8

I am new to both NAudio and C# and I managed to create a simple MP3 player where you can choose a file and play it. It also has a play/pause button.

I would now like to add a seek bar but have no clue on how to do this. Also is it possible to have seekbar in waveform style?

The openButton click Handler

private void openButton_Click(object sender, EventArgs e)
{
    OpenFileDialog open = new OpenFileDialog();
    open.Filter = "Audio File|*.mp3;";

    if (open.ShowDialog() != DialogResult.OK) 
        return;

    CloseWaveOut();  // disposes the waveOutDevice and audiofilereader
    waveOutDevice = new WaveOut();
    audioFileReader = new AudioFileReader(open.FileName);

    waveOutDevice.Init(audioFileReader);
    waveOutDevice.Play();

    pauseButton.Enabled = true;            
}
  • Are you using WinForms or WPF? – Mark Heath Jan 8 '14 at 13:37
  • I am using windows form – GunJack Jan 9 '14 at 0:14
28

Apart from the purely UI-based concerns, there are three basic things you need to be able to do:

  1. Read song length.

  2. Get playback position.

  3. Set playback position.

Song length and current playback position are simple enough - they are available via the TotalTime and CurrentTime properties of the WaveStream object, which means your audioFileReader object supports them too. Once constructed, audioFileReader.TotalTime will give you a TimeSpan object with the total length of the file, and audioFileReader.CurrentTime will give you the current playback position.

You can also set the playback position by assigning to audioFileReader.CurrentTime... but doing so is a tricky process unless you know what you're doing. The following code to skip ahead 2.5 seconds works sometimes and crashes horribly at others:

audioFileReader.CurrentTime = audioFileReader.CurrentTime.Add(TimeSpan.FromSeconds(2.5));

The problem here is that the resultant stream position (in bytes) may not be correctly aligned to the start of a sample, for several reasons (including floating point math done in the background). This can quickly turn your output to garbage.

The better option is to use the Position property of the stream when you want to change playback position. Position is the currently playback position in bytes, so is a tiny bit harder to work on. Not too much though:

audioFileReader.Position += audioFileReader.WaveFormat.AverageBytesPerSecond;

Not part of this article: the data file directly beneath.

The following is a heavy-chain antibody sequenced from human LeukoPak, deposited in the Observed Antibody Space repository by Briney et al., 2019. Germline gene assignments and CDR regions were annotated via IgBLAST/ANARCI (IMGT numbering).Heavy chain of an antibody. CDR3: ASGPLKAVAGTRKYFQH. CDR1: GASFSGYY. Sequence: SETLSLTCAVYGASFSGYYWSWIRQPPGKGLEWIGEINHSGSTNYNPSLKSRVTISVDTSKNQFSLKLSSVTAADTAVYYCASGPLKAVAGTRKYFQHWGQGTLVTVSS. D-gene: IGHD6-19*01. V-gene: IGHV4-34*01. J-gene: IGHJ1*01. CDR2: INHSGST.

If you're stepping forward or backwards an integer number of seconds, that's fine. If not, you need to make sure that you are always positioning at a sample boundary, using the WaveFormat.BlockAlign property to figure out where those boundaries are.

// Calculate new position
long newPos = audioFileReader.Position + (long)(audioFileReader.WaveFormat.AverageBytesPerSecond * 2.5);
// Force it to align to a block boundary
if ((newPos % audioFileReader.WaveFormat.BlockAlign) != 0)
    newPos -= newPos % audioFileReader.WaveFormat.BlockAlign;
// Force new position into valid range
newPos = Math.Max(0, Math.Min(audioFileReader.Length, newPos));
// set position
audioFileReader.Position = newPos;

The simple thing to do here is define a set of extensions to the WaveStream class that will handle block aligning during a seek operation. The basic align-to-block operation can be called by variations that just calculate the new position from whatever you put in, so something like this:

public static class WaveStreamExtensions
{
    // Set position of WaveStream to nearest block to supplied position
    public static void SetPosition(this WaveStream strm, long position)
    {
        // distance from block boundary (may be 0)
        long adj = position % strm.WaveFormat.BlockAlign;
        // adjust position to boundary and clamp to valid range
        long newPos = Math.Max(0, Math.Min(strm.Length, position - adj));
        // set playback position
        strm.Position = newPos;
    }

    // Set playback position of WaveStream by seconds
    public static void SetPosition(this WaveStream strm, double seconds)
    {
        strm.SetPosition((long)(seconds * strm.WaveFormat.AverageBytesPerSecond));
    }

    // Set playback position of WaveStream by time (as a TimeSpan)
    public static void SetPosition(this WaveStream strm, TimeSpan time)
    {
        strm.SetPosition(time.TotalSeconds);
    }

    // Set playback position of WaveStream relative to current position
    public static void Seek(this WaveStream strm, double offset)
    {
        strm.SetPosition(strm.Position + (long)(offset* strm.WaveFormat.AverageBytesPerSecond));
    }
}

With that in place, you can call audioFileReader.SetPosition(10.0) to jump to playback position 00:00:10.0, call audioFileReader.Seek(-5) to jump back 5 seconds, etc. without worrying about seeking to a point half way through a sample.

So... add some buttons to your form and set them up to call the Seek method with +/- values to move around. Then add a slider of some sort that you can use to display and set the playback position. Throw in a timer to update the slider position to the current playback position and you're about done.

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  • Thats what I was looking for. So, a big check. – GunJack Jan 9 '14 at 6:43
  • 2
    Remarkably complete answer. Wish I could upvote this twice. – dotNET Jan 7 '16 at 12:09